Prostate Cancer

The prostate is a small walnut shaped gland in the pelvis of men. It is located next to the bladder and can be examined by getting a digital rectal exam. Prostate cancer is a form of cancer that develops in the prostate gland. It is the second-leading cause of cancer deaths for men in the U.S. About 1 in 9 men will be diagnosed with prostate cancer in their lifetime.


In its early stages, prostate cancer often has no symptoms. When symptoms do occur, they can be like those of an enlarged prostate or BPH. Prostate cancer can also cause symptoms unrelated to BPH. If you have urinary problems, talk with your urologist.

Symptoms of prostate cancer can be:

    • Dull pain in the lower pelvic area
    • Frequent urinating
    • Trouble urinating, pain, burning, or weak urine flow
    • Blood in the urine (Hematuria)
    • Painful ejaculation
    • Pain in the lower back, hips or upper thighs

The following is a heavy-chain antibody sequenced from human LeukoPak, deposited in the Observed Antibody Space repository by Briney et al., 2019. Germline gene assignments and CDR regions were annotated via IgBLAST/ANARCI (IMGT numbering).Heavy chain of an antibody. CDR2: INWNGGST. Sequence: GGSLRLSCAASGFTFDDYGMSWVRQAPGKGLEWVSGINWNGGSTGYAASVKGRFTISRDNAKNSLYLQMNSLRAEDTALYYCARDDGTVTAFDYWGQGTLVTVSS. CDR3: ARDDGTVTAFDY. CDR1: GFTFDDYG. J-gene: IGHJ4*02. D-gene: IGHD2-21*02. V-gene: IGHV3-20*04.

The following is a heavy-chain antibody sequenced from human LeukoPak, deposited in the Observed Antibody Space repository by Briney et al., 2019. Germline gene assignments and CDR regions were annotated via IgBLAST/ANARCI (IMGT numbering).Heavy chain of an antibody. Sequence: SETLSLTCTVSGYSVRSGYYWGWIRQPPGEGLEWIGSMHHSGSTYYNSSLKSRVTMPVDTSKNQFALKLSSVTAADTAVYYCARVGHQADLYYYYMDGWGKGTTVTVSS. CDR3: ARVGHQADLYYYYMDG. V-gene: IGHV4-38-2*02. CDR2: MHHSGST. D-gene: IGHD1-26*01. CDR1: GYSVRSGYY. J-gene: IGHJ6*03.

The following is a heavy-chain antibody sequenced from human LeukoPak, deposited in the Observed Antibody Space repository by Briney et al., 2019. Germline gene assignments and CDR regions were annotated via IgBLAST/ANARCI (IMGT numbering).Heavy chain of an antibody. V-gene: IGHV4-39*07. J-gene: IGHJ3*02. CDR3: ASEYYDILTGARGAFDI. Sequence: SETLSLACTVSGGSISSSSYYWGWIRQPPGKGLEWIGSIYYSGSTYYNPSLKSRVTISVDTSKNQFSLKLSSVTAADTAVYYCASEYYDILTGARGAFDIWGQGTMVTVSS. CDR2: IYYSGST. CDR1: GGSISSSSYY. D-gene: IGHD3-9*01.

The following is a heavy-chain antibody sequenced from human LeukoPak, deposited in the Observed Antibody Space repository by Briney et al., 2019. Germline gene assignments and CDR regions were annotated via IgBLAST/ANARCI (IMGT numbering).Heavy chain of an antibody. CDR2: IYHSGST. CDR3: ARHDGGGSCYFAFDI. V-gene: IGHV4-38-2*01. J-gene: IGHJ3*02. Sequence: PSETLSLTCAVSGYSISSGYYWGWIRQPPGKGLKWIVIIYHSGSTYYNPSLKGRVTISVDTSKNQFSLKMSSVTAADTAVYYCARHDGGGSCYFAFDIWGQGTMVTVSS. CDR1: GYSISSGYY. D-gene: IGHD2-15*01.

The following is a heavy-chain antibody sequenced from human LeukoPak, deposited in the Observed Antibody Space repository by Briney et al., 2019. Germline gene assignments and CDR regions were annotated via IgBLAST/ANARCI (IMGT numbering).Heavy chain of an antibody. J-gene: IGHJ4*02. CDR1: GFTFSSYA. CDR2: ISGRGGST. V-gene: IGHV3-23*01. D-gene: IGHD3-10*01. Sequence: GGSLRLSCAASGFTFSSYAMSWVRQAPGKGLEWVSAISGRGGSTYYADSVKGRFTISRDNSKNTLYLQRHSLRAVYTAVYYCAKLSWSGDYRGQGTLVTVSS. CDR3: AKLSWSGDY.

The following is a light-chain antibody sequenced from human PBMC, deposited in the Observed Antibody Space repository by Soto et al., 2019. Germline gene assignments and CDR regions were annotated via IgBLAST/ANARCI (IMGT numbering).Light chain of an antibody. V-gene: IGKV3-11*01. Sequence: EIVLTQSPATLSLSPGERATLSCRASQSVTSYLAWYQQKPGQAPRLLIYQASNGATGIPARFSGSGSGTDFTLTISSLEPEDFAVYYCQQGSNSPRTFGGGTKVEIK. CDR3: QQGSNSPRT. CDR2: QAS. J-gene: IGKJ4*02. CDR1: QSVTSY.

• Loss of appetite
    • Loss of weight
    • Bone pain


No one knows why or how prostate cancer starts. Autopsy studies show 1 in 3 men over the age of 50 have some cancer cells in the prostate. Eight out of ten “autopsy cancers” found are small, with tumors that are not harmful. Risk factors can include family history, ethnicity, and age.



“Screening” means testing for a disease even if you have no symptoms. The prostate specific antigen (PSA) blood test and digital rectal examination (DRE) are two tests that are used to screen for prostate cancer. Both are used to detect cancer early. However, these tests are not perfect. Abnormal results with either test may be due to benign prostatic enlargement (BPH) or infection, rather than cancer.

Who Should Get Screened?

Screening is recommended if you are a man:

    • Between 55–69 years old
    • African–American
    • Have a family history of prostate cancer
What are the benefits and risks of screening?

The PSA test and DRE are very important tools. They help to find prostate cancer early, before it spreads. When found early, it can be treated early which helps stop or slow the spread of cancer.

What is a Biopsy?

For a prostate biopsy, tiny pieces of tissue are removed from the prostate and looked at under a microscope. The pathologist is the doctor who will look carefully at the tissue samples to look for cancer cells. This is the only way to know for sure if you have prostate cancer.